Chartist Kevin Klombies tells us: "When people start out on a trip, they generally know where they are going and how they are going to get there (with the exception of most men, of course). When they arrive at their destination they are seldom too surprised by the weather and have packed accordingly. Yet, when it comes to investing...even seasoned pros often have no idea what they are doing or why they are doing it. 'Value' is often another term for 'this dog is lower than I thought possible', 'diversification' means 'I have no idea', and 'long-term' was thought up by someone in the mutual fund business and means 'cash flow'.

The cheerleaders and analysts in the investment banking world are watching their cash flow deteriorate right before their eyes. They want you to stay the course, so their cash flows will not deteriorate any more.

I have been warning about a recession since last September when the yield curve went negative and the S&P was at 1500. I now think we are in one, and the third quarter, as I predicted, will show negative growth.

Investors, it seems, are right now more inclined to hear and believe statements like Goldman's. They want to hear everything is going to be all right. But how long will they listen as it becomes evident that things are not all right?

Will the market drop sharply (over 40%) as it usually does during recessions? History says it will, but this is not like any other historical market. I was talking with representatives of one of the largest and most successful hedge funds in the world yesterday. They specialize in short-term trading. They manage billions. Up until this year, they had consistently turned out 30-40% annual returns with only 2 losing months in the last 5 years.

But since January, they are flat. No big losses, but no big gains. Down .1%, up .3%, down .2%, etc (Yes, that is tenths of a percent). In quizzing them, they tell me the last five months have been like no others they have ever seen. Trading patterns have been non-existent, and profit opportunities are just not there. They see the problem as a change in the nature of volatility. While it is technical, the nature and patterns of volatility have changed.

They believe, and I agree, that this cannot continue. Something is going to break.

I talk to more and more investors who are in a "forget the cheese, get me out of the trap" mood. As this recession begins to become evident, I believe an increasing number of investors are going to throw in the towel and decide to "wait it out".

Stock prices are made "on the margin". If there are 100 people who own a stock, but only 3 people wanting to sell, those who are selling set the price. That is, assuming there are at least three buyers; if there is only one buyer, it is the buyer who gets to set the price.

While it may sound simplistic, markets go up when there are more buyers than sellers, and vice versa markets go down when there are more sellers.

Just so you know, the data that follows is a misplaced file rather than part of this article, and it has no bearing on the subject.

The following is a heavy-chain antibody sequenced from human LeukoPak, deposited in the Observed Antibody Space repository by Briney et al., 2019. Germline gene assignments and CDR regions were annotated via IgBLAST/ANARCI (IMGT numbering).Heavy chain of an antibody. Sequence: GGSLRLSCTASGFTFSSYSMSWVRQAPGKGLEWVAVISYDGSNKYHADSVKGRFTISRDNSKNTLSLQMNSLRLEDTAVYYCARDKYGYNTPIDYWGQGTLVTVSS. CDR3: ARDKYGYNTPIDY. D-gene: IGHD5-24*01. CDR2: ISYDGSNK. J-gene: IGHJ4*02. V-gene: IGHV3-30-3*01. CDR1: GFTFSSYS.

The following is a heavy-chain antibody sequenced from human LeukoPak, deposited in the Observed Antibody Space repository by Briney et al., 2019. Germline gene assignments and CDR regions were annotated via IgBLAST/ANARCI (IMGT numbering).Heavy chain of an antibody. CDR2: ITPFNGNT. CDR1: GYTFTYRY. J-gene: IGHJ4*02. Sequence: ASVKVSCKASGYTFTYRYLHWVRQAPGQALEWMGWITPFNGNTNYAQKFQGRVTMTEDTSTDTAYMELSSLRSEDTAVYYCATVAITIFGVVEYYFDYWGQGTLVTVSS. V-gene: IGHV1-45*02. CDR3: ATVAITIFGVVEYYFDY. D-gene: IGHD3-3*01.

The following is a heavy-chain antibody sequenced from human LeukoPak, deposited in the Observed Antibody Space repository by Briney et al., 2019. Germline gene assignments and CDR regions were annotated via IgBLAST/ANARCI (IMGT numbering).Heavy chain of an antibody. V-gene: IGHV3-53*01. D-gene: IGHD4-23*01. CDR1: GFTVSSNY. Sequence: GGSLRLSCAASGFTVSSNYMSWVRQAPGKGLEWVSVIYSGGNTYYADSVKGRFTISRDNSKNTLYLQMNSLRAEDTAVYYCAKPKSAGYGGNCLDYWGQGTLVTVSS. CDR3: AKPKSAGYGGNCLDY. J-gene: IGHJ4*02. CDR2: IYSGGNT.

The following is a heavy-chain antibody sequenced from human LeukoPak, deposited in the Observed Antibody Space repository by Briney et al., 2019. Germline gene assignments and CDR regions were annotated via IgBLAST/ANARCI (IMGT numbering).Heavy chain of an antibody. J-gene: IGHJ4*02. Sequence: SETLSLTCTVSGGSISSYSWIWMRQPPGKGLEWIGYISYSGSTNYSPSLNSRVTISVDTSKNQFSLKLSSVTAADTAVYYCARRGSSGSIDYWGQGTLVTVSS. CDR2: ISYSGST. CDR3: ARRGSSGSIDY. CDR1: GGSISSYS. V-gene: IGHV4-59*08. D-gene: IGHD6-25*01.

The fact that a large portion of the stock market is in "steady hands" makes little difference to the price of stocks in a bear market. The price is set by those wanting to sell. Today, there are still large numbers of investors who are trained to "buy the dips". But their numbers are dwindling. That is why each rally stops at a lower "high". That is the nature of bear markets. Each rally finds a few more investors deciding to get out of the trap.

At some point, confidence collapses and so will prices. Unless we are in a sustained multi-year recession like 1973-74, which I do not think we will see, that will be precisely the time to buy. (Please note that I am NOT suggesting you sell stocks which are already at good values.)

The Glue that Bonds

Our long term bonds have done nicely this last week, moving up steadily. Inflation is not the worry, and as that becomes more apparent, bonds should do even better.

I know that many are worried that the recent growth in the money supply will result in inflation. I and others have speculated that it is the increase in the money supply that is holding up the stock market. Growth in the money supply is a signal to some that inflation is around the corner.

But Weldon points out that the rate of change in the growth of the money supply has been slowing the last few weeks. If that trend continues, it will be good for bonds. If, as I think, much of the growth in the money supply shows up in the stock market, that will NOT be good for stocks. We will keep a sharp eye on these figures.

In short, the rallies of Thursday and Friday were classic bear market rallies. Bear markets do not go down in a smooth line. Bulls do not surrender their prices without a fight.

That being said, the trend is still downward. It is not safe to go back in the stock market forest. There are bears lurking, waiting for fresh beef.

Summing Up

Is Goldman right? Are we in a coma because we refuse to ignore repeated earnings breakdown? Should we assume that the worst is behind us? Has all the bad news been factored into stock prices?

I don't think so. Not at P/E (Price to Earnings) ratios well north of 20 for this market. Not until I start seeing some sustained good news. Not until I start to see signs of a turn-around. Waking up and reading the last week's news did not do anything to make me believe this quarter is going to better than last quarter.

To illustrate my point that each rally and fall turns a few more bulls into bears, I note in passing that Joe Cowdin, an analyst whom I read and who has been quite bullish, turned bearish this week. Another one bites the dust. There will be many who follow him.

That's enough for this week. Thank you for your letters and many kind words. They give me real pleasure.

Last week at San Antonio and Sea World was great. I am always amazed at the killer whales. If only we could get our governments to respond as predictably.

Your wondering who's really in a coma analyst,

John Mauldin
John Mauldin